Inside Lines: The sinking flagship as Audley proves turn-off

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The Independent Online

Audley Harrison, not so long ago the principal boy of BBC boxing, seems to have become the Cinderella fella. His next fight, against the former Australian heavyweight champion Colin Wilson, goes out just before the clock strikes midnight on Wednesday, several hours after it has taken place in Sydney. No suggestion of a glass slipper being involved, though the Aussie's record suggests he has a bit of a glass jaw. Apparently the Beeb fear not so much a pantomime as a farce, rather like the infamous mismatch between Frank Bruno and Chuck Gardner, which is why they are burying the bout in the graveyard slot. Indeed, for the first time since they signed up the Olympic super-heavyweight champion as the flagship of their boxing comeback, they are not sending a commentary team to cover it. The relationship between autocratic Audley, now self-managed and promoted, and his BBC paymasters is at its lowest ebb. Serious doubts have been expressed at a high level over his continued insistence on handpicking opponents, and insiders say there was even a debate as to whether this fight, his 12th as a professional, should be shown at all. It is questionable whether Wilson, a fellow 31-year-old southpaw who was floored three times and stopped in six rounds by a Ugandan last time out (his 16th loss in 40 fights, including a defeat by old Joe Bugner) would have been regarded as a suitable opponent had the fight been taking place here instead of Sydney, where the Briton won his Olympic title. Boxing needs Harrison to make a fist of it, and he insists he is on course to be world champion by the time he is 34. But to achieve this goal what he needs are not more stiffs, but stiffer opposition. Meanwhile, we hear that the deeply troubled Bruno is telling friends he plans to fight Mike Tyson, with Michael Barrymore as the referee. Now that's real pantomime.

Golding goes to Paris but not Roland Garros

How refreshing it is to see an articulate and personable athlete like Julian Golding back on the blocks - and winning from them. The 28-year-old Londoner, who has made a remarkable comeback after four despairing years of injuries, goes to the World Championships in Paris after his 200 metres triumph in the trials at Birmingham. Yet in different circumstances he might have been making a name for himself in another sporting arena. At one time Golding was emerging as a formidable tennis prodigy, a county player who reached the London finals 10 years ago. "It was a toss-up then between athletics and tennis," he says. "I haven't had a racket in my hand for a couple of years now, but I often wonder whether I might have made it to Wimbledon." Paris will have its compensations, and for this Golding thanks his friend Roger Black. "He told me that the last thing you lose is your talent. It is always there if you want it to be." So maybe we'll see him on Centre Court yet.

Brothely love keeps Athens on right route

You always know when Olympic Games are almost upon us. Two stories appear with monotonous regularity in the public prints. One is that preparations are so far behind schedule that the Games may never happen, the second is that prostitutes are preparing to invade the host city. As with every Olympics, Athens is now enduring a surfeit of both, but at least they are dealing with the latter in their own inimitable way. The mayor of Athens, Dora Bakoyianni, is increasing the number of licensed brothels from 200 to 230, although presumably this doesn't include the ancient "Temple of Love" excavated when they started digging the foundations for the equestrian site. Now that really would have been a turn-on for the randier members of the IOC.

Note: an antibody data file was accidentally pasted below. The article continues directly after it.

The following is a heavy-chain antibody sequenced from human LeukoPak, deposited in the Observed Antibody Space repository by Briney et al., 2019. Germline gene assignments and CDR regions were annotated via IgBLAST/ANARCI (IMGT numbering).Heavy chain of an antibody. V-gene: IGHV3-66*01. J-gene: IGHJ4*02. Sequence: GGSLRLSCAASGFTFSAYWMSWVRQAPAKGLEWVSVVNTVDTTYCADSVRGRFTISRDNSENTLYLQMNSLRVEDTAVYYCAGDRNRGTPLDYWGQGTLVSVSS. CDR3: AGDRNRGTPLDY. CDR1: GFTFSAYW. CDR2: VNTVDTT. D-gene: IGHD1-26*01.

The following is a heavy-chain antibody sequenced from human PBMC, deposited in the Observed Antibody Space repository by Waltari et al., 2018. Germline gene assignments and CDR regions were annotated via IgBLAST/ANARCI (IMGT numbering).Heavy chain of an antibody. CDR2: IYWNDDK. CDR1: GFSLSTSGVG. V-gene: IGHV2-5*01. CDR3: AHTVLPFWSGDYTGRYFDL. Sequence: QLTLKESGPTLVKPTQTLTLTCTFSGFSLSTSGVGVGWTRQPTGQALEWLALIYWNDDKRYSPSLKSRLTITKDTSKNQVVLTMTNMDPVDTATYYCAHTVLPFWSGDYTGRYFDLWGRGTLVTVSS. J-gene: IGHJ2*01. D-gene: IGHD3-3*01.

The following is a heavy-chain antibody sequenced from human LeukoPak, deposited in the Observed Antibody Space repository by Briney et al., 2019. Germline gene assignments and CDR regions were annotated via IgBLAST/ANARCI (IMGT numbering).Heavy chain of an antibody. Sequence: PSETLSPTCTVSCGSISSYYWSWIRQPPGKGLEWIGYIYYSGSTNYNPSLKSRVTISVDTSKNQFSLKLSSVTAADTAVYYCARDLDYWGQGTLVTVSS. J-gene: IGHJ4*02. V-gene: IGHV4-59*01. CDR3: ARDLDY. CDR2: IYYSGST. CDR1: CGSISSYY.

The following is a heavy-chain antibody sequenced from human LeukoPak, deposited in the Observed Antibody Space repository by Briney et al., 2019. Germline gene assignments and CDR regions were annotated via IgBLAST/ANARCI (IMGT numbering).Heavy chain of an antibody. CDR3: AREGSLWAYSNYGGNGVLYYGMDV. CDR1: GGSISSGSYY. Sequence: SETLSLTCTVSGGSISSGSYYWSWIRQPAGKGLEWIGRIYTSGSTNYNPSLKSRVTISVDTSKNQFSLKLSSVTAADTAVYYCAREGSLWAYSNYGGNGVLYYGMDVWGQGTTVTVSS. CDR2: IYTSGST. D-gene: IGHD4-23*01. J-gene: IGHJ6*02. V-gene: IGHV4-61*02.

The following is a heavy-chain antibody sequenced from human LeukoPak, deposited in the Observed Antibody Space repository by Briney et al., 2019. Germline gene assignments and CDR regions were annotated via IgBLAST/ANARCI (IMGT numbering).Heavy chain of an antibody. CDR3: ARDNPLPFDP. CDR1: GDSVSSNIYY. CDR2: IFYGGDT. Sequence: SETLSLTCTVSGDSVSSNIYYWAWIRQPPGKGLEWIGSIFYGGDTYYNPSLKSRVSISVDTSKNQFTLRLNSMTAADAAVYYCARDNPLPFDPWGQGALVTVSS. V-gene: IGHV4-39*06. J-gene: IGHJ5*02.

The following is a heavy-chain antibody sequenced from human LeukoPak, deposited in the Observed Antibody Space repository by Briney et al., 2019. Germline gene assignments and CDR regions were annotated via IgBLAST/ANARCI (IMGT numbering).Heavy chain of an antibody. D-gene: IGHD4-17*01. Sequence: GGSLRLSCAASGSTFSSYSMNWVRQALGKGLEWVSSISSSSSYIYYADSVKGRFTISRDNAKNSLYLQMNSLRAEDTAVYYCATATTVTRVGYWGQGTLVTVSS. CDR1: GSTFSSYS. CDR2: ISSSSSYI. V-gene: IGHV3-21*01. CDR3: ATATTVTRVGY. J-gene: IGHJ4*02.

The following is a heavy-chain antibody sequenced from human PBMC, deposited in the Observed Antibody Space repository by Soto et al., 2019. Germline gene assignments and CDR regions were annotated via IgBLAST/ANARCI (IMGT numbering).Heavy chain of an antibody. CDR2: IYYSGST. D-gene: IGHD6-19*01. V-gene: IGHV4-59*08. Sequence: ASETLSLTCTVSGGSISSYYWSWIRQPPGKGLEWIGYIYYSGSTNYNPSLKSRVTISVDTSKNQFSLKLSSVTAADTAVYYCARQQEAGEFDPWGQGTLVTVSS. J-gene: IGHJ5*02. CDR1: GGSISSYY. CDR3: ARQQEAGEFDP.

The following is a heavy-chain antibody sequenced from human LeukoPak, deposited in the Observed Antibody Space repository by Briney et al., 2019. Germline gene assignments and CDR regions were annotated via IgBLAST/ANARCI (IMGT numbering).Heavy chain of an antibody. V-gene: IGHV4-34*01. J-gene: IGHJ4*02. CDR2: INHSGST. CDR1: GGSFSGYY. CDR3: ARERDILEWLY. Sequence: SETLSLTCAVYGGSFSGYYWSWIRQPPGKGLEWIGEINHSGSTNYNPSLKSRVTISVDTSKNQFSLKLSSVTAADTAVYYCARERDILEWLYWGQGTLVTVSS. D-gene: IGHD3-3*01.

It isn't often that a member of the Royal Family has a kind word for a sponsor, so imagine how surprised Central Council of Physical Recreation (CCPR) members were when their president, Prince Philip, put in a plug for Kingsmill Bread at their recent annual meeting.

He even asked representatives of Allied Bakeries to take a bow as he praised a new scheme called Kit for Clubs, whereby members can use their loaf to collect tokens for equipment. He stopped short of saying it was the best thing since sliced bread, but you got the drift. What next for HRH now that he has gone commercial? A Nike baseball cap worn back to front as he roars around the carriage-racing circuit? Prince Philip is 82, in his 52nd year as CCPR president, and says it is time to scout around for a successor. He may not have to look far. His daughter, Anne, is president of the British Olympic Association, and getting her to double up would neatly bring closer the "strategic alliance" the two bodies are seeking.

The late Bob Hope always insisted self-effacingly that his short-lived and somewhat inauspicious professional boxing career was a bit of a joke.

After emigrating from Kent to the United States he fought half-a-dozen paid contests as a teenager under the nom-de-ring Packy East, though he said later he was better known as Rembrandt Hope ("I was on the canvas so much"). He also reckoned his fighting days were curtailed because of hand injuries: "The referee kept stepping on them." Funnily enough, the comic was not a great fight fan, and was never seen ringside in Las Vegas, unlike contemporaries such as Frank Sinatra. The nearest he ever came again to the fight game was a reputation for being tight-fisted.

insidelines@independent.co.uk

Exit Lines

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